where he resides to-day, was taken possession of, and the ladies and children of his family subjected to gross indignities by brutal hoodlums uniformed as soldiers. His business was broken up and his wife and children were reduced to want. He was undoubtedly a strong Southern sympathizer, and is still so. He had a prosperous business in the manufacture of shoes on South street, near the corner of Lovely lane. Among his customers were many of the leading men of Baltimore in all walks of life. Some of these gentlemen had sons and other kinsmen in the South to whom they wished to send shoes, boots and other supplies, together with letters from home, and it is quite possible that Mr. Emmerich helped them to do so, for he was acquainted with the ‘underground’ agencies so operating. If so, he paid dearly for his service. He was kept in the penitentiary until some time after the war was over, and when he was released had to begin life over again. His oldest son, John, who had gone South, died in Camp Chase as a prisoner of war. His wife, who is still living, held on to her home pluckily, and kept her younger children about her in spite of the rough soldiery, who exercised upon them all the petty tyranny characteristic of that period in the treatment of ‘rebels’ and ‘traitors.’ The story of the privations of this family, told in detail, falls little short of the reports of some later Boer experiences in South Africa.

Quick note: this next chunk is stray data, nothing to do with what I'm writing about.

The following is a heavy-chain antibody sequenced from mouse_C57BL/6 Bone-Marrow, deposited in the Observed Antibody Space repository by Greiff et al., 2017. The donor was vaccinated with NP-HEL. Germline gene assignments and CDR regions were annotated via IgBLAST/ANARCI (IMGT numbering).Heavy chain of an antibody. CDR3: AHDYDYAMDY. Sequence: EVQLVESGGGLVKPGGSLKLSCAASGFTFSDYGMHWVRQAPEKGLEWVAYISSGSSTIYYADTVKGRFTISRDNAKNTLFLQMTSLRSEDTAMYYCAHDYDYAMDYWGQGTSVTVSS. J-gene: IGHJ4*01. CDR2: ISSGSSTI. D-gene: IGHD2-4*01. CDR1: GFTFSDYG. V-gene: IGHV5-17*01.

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Table of Contents:
The Ladies' Confederate Memorial Association Listens to a masterly oration by Judge Charles E. Fenner .
Memoir of Jane Claudia Johnson .
A paper read by Charles M. Blackford , of the Lynchburg Bar , before the Tenth annual meeting of the Virginia State Bar Association , held at old Point Comfort, Va. , July 17 - 19 , 1900 .
An address delivered before A. P. Hill Camp Confederate Veterans , by ex-governor William Evelyn Cameron , at Petersburg, Va. , January 19th , 1901 .
General Sherman 's conduct.
Butler 's order.
Surprise and consternation.
Conflict of the Sixth Massachusetts regiment with citizens.
Our torpedo boat. [ Cleveland plain dealer , August , 1901 .]
Extract from a reunion speech delivered by Governor Taylor .
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